Positive electrode: Pb0 2 + H 2 S0 4 + 2H + + 2e- < PbS0 4 + 2H 2 0

Negative electrode: Pb + H 2 S0 4 < PbS0 4 + 2H + + 2e-

[0006] During discharge, sulfuric acid is consumed at both electrodes and water is produced at the positive electrode. This results in a dilution of the acid next to the electrode. The dilute acid has a lower density (Fig. 1 ), and this creates a driving force for natural convection; the lower density acid next to the electrodes rises and the higher density acid, in the middle of the space between the two electrodes, sinks (Fig. 2).

[0007] At higher discharge rates, the gradient in density from the electrode to the bulk will be greater than that at low discharge rates, where diffusion from the bulk is fast enough to replace the acid that is consumed at the electrodes and for water produced at the positive electrode to move to the bulk. The density gradient is also increased at lower temperatures, when diffusion is slowed down, as described generically by the Nernst-Einstein equation for the diffusion of a single solute molecule of A through a stationary medium B (see also Fig. 3):

DAB = kT (UA/FA). [0008] During charge, the process is reversed and acid is generated at both electrodes. This will have the effect of reversing the density gradient between the electrodes so that the acid is denser at the electrode surface and less dense in the bulk between the electrodes. This will be true particularly if there has been a rest period between discharge and charge. The convective flow will also be reversed: the denser acid next to the electrodes will sink, and the lower density acid in the bulk will rise.

[0009] Another contributor to acid stratification is non-uniform current distribution on the electrode (3). Due to the electrical resistance to current flow through the electrode grid and active material, the current density will be higher at the top of the electrode, near the strap, than at the bottom of the electrode. The higher current density at the top will result in a higher rate of acid depletion at the top of the electrode than that at the bottom of the electrode. This effect will be exacerbated by high rate discharge, such as that which occurs during the starting of the engine.

[0010] The net effect of the convective flows and non-uniform current distribution is that the acid becomes gradually less dense at the top of the cell and denser at the bottom of the cell. This is the phenomenon referred to as acid stratification and it will proceed until some sort of mixing occurs. Mixing is generally provided during overcharge of the battery, when both electrodes evolve gas, oxygen at the positive electrode and hydrogen at the negative electrode, as shown in the reaction equations below:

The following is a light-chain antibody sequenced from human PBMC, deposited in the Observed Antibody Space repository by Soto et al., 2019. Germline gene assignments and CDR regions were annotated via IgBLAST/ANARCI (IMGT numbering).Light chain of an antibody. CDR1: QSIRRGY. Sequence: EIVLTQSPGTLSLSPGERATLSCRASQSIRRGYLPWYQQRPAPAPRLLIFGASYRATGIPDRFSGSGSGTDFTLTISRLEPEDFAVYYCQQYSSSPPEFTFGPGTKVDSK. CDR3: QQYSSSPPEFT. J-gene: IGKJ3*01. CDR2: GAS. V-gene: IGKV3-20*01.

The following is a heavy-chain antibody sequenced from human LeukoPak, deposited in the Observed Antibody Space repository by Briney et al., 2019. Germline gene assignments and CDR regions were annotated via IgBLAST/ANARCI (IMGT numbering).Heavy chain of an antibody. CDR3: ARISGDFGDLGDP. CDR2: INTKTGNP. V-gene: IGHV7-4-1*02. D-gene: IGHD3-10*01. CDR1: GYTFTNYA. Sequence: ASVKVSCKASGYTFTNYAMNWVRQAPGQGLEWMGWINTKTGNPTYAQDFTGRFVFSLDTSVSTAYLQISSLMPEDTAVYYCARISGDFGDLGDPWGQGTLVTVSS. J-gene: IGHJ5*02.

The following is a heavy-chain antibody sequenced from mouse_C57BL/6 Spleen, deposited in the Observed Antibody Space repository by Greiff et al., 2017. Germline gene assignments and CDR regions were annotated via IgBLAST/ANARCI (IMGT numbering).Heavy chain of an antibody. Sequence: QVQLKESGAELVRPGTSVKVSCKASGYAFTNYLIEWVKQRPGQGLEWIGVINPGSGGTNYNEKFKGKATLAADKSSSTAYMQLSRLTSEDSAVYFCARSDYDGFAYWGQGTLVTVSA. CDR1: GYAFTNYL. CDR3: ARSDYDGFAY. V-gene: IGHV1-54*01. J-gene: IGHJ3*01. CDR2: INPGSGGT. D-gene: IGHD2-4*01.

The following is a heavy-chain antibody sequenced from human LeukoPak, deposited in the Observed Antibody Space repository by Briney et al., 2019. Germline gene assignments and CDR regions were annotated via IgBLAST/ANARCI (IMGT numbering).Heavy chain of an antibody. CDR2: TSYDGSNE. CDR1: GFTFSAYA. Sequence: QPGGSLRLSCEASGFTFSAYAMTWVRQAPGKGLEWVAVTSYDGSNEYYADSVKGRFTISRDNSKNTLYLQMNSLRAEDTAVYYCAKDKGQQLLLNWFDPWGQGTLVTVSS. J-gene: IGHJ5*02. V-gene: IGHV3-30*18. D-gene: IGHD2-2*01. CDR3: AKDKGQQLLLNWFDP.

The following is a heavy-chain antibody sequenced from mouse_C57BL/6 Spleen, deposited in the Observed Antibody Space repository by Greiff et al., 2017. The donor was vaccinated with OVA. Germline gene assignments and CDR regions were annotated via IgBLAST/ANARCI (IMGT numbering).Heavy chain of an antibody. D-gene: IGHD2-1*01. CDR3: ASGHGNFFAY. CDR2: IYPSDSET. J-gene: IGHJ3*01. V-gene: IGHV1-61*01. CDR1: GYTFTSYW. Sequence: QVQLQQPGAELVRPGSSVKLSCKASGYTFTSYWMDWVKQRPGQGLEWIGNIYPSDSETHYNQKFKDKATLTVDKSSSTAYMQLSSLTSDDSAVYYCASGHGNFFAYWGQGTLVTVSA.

Positive electrode overcharge: H 2 0 2H + + ½0 2 † + 2e-

Negative electrode overcharge: 2H + + 2e— > H 2 †.

[0011] The bubbles of gas mix up the electrolyte as they rise, reducing or eliminating the stratification. When batteries operate in a partial state of charge for long periods of time, as occurs in hybrid automobiles, there is less gas generation and expected occurrence of a high degree of stratification.

[0012] Acid stratification and the acid convection that causes it are not

hypothetical conditions; their effects have been measured in the laboratory and modeled for application to real battery systems. Figs. 4A-C depict actual convection velocity gradients in a model battery system (no separator) during recharge (current density 9.434 mA/cm 2 ; x = 2.0 mm denotes the boundary between PbO 2 electrode and reservoir, while x = 4.0 mm stands for the boundary between reservoir and Pb electrode) (5). The velocity field was measured by Doppler velocimetry (4). Also depicted are predictions of a model of these effects (5).

[0013] Both the measurements and the model show that the denser acid formed at the surfaces of the electrodes, and particularly the positive electrode, results in a downward flow at the electrodes. This is accompanied by an upward flow of the less dense electrolyte in the center between the electrodes. Fig. 5 illustrates the concentration profile that develops from the top of the cell to the bottom as a result of these acid flows (5).

[0014] Since the acid, H 2 S0 4 , is one of the reactants in the battery, the voltage of the battery will depend on the concentration of the acid according to the Nernst equation. For the lead-acid battery, the Nernst equation can be written as (6):